They’ve Rediscovered Some Lost Pablo Neruda Poems


“The poems were found by archivists last June, in boxes kept at the Pablo Neruda foundation in Santiago, Chile. They were published by Neruda’s Spanish publisher, Seix Barral, but have not yet been released in English. … The collection, titled, Then Come Back: The Lost Neruda, will be translated by the poet and novelist Forrest Gander, and will include full color reproductions of the handwritten poems.”

NEH Announces First ‘Public Scholar’ Grants


“The Public Scholar program, a major new initiative from the National Endowment for the Humanities, is designed to promote the publication of scholarly nonfiction books for a general audience, and the first round of grants has just been announced: a total of $1.7 million to 36 writers across a broad collection of disciplines. The grants range from $25,200 to $50,400. (Full list at bottom.)”

Pianist Ivan Moravec Dead At 84

ivan moravec

“A noted Chopin interpreter, Moravec focused on the ‘central’ Romantic repertoire as well as music by Czech composers. … [He] enjoyed a loyal following among piano buffs thanks to his recordings and relatively rare concert appearances.” (includes video)

How Poor Are Most Dancers? This Poor

poor dancers

“More than half of professional dancers [in Britain] earn less than £5,000 a year from their performance work, according to a new survey. The statistics also show that around 50% of dancers’ jobs pay less than the minimum wage, and that 70% of dancers have performed in ‘unsuitable work environments’ in the past 12 months.”

Premium AJ Classifieds


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The Department of Dance of Barnard College, Columbia University in New York City, invites applications for a full-time, renewable three-year appointment as an Assistant, Associate, or Full Professor … [Read More...]

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This Reality Show Thought It Was A Good Idea To Send Contestants To A Syrian War Zone

aussie reality show

The show, called Go Back to Where You Came From, “is a three-part reality series aimed at sparking a conversation on immigration by sending six Australians to see refugee conditions in person.” And considering the current Australian government’s policy toward refugees (park them on a distant Pacific island or tow them back out to sea), perhaps showing what it’s like along the Iraqi-Syrian border was a good idea.

Anna Deavere Smith Takes On The ‘School-To-Prison Pipeline’


“As the term has gained greater currency – even the White House is using it – a belated spotlight has fallen on one of the key contributors to mass incarceration in this country.” In her latest documentary theater piece, “Smith transforms herself into the experts and witnesses she has consulted, including the late educational philosopher Maxine Greene, Councilman Michael Tubbs from Stockton, Taos Proctor, [and] a Yurok fisherman and former inmate.”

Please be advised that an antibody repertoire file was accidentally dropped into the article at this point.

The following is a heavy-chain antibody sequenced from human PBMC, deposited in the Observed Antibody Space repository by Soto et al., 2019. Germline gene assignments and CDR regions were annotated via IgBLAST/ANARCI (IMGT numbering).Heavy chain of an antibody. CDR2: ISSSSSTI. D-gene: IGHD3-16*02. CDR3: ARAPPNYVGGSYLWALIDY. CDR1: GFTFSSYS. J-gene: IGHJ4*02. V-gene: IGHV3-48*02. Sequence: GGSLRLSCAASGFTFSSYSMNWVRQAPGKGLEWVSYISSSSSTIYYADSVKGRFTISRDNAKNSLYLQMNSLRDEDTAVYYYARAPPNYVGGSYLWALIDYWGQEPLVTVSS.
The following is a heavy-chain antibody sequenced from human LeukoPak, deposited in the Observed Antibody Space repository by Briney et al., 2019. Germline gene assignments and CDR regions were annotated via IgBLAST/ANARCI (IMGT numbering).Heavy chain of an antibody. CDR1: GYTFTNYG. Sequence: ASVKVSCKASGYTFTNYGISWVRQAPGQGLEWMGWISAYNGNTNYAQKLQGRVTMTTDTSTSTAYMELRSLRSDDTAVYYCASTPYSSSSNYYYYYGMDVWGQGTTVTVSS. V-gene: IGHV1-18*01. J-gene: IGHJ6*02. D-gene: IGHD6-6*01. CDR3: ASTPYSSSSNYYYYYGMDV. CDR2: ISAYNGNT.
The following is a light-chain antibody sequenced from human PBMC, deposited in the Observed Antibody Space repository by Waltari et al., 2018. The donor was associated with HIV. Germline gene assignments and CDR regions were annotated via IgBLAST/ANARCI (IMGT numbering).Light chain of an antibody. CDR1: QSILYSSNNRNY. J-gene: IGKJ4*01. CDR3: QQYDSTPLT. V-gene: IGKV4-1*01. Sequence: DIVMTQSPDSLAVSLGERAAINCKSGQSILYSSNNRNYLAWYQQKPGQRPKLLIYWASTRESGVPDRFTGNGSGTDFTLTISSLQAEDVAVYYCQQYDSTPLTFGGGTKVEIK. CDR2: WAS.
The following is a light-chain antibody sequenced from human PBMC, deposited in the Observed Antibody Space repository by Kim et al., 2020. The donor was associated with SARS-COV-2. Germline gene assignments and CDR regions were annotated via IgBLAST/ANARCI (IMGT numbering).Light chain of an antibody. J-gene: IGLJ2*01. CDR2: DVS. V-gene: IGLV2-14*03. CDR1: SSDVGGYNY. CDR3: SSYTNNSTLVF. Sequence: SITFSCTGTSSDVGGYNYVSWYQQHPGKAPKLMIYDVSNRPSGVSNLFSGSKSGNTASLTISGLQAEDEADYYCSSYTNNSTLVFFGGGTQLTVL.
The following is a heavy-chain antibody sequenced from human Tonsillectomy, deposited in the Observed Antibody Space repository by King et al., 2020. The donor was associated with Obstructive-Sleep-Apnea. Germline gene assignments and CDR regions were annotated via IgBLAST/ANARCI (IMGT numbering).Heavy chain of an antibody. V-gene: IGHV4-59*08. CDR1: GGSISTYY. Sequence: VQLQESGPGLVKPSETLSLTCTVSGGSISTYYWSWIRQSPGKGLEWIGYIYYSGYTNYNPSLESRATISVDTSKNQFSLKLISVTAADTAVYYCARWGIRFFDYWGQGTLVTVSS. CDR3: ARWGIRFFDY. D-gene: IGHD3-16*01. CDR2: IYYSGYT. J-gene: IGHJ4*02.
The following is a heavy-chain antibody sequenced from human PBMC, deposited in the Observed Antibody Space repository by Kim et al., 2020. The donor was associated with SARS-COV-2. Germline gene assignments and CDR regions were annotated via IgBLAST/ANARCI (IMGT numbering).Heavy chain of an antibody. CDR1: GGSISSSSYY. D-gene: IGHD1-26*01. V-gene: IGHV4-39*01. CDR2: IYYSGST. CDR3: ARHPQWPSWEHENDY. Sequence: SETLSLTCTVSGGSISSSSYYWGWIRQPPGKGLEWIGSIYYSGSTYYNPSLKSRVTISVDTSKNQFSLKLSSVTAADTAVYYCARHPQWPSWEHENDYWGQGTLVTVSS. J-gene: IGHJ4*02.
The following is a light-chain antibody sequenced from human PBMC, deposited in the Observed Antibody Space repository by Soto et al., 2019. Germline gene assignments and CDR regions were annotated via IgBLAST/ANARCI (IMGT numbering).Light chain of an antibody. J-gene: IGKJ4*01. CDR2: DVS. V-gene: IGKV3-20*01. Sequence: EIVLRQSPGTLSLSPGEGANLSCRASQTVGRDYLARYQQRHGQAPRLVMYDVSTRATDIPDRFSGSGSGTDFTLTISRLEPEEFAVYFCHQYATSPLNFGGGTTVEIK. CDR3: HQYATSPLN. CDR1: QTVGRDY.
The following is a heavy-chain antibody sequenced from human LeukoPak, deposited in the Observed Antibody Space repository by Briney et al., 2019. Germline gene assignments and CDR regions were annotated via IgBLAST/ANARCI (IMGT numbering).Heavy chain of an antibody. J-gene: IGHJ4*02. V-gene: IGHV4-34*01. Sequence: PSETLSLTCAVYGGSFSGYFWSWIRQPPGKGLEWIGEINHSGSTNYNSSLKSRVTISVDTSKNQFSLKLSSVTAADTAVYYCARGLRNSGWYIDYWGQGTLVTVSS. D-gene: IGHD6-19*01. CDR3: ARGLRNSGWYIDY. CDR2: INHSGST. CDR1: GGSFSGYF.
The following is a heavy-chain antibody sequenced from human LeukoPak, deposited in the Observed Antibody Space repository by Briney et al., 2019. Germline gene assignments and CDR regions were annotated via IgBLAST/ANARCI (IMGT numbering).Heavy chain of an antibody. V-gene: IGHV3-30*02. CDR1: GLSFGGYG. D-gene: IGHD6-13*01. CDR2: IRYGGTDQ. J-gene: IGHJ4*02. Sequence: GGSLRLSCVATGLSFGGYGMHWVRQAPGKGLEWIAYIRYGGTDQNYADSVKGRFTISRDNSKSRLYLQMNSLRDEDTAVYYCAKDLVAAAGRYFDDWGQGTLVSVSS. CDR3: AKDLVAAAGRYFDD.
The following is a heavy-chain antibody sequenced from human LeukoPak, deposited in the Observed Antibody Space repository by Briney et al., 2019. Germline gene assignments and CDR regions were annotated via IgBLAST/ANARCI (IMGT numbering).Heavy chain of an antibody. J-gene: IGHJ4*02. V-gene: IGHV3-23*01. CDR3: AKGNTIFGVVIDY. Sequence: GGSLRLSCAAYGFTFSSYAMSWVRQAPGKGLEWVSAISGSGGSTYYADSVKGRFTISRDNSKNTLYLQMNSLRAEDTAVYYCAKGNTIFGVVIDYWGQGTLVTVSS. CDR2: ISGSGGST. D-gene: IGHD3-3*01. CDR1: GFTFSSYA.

Watch Picasso’s 80th Birthday Party


A clip titled “Still Young at Eighty” – part of the enormous trove of historical video that AP is posting on YouTube – “shows the fresh octogenarian in 1961 at his French Riviera home surrounded by a swarm of guests … [and later] enjoying himself at a bullfight. … Fast-forward to 1973, and one can witness the funerary procession following the artist’s death at the age of 91.”

When Conceptual Artists Become Aerobics Instructors

when conceptual artists become aerobics instructors

“The class, ‘Sappho and Sweat,’ was the second offering from ‘Heavy Breathing,’ which its co-founders describe as ‘a summer series of free critical theory seminars in the form of absurd, artist-led conceptual fitness experiences.’ The idea came to Lisa Rybovich Crallé, a multimedia artist, last year. She and Sophia Wang, a dancer who recently completed her Ph.D. in literature, were collaborating on a sculptural installation when they took a long walk up a hill and discovered that discussing Aristotle’s conception of topos while huffing could be uniquely stimulating.”

AP And Movietone Upload Massive Video Archive To YouTube

ap movietone

“In what is the largest upload of historical news content on the video-sharing platform to date, the Associated Press and British Movietone are to host a collection of 550,000 video stories on two YouTube channels. … [That’s] one million minutes of historical video dating back to 1895 – from footage of a hover scooter floating on a cushion of air to Mussolini calling for world peace.” (includes clips of Mandela, Marilyn, MLK, Mount Vesuvius, and man-versus-tank in Tienanmen)

When John Cage Went On A Game Show


“In a typically Cageian manner, he announces he will make music out of seemingly unmusical objects. The piece, he explains, is called Water Walk ‘because it contains water and because I walk during the performance.'” When told that audience members might laugh, he said, “Of course. I consider laughter preferable to tears.” (video)

‘An Evening in the Theater (Patti LuPone Just Stole My F@#king Cell Phone)’


That’s the title of a song – written from the point of view of that unwise woman in the audience – recently posted to YouTube by composer Robert Maggio and lyricist Matthew Hardy. “I hope she doesn’t open my iTunes / My recording of Gypsy is Bernadette / And my Evita is Madonna / If she sees it, she’ll be really upset.”

How Old Should A Young Adult Author Be?


“Malorie Blackman left her own teen experiences behind a longish time ago but it doesn’t stop her understanding the overwhelming emotions of adolescence and their bravery in standing up for themselves and others when they see unfair things happening.”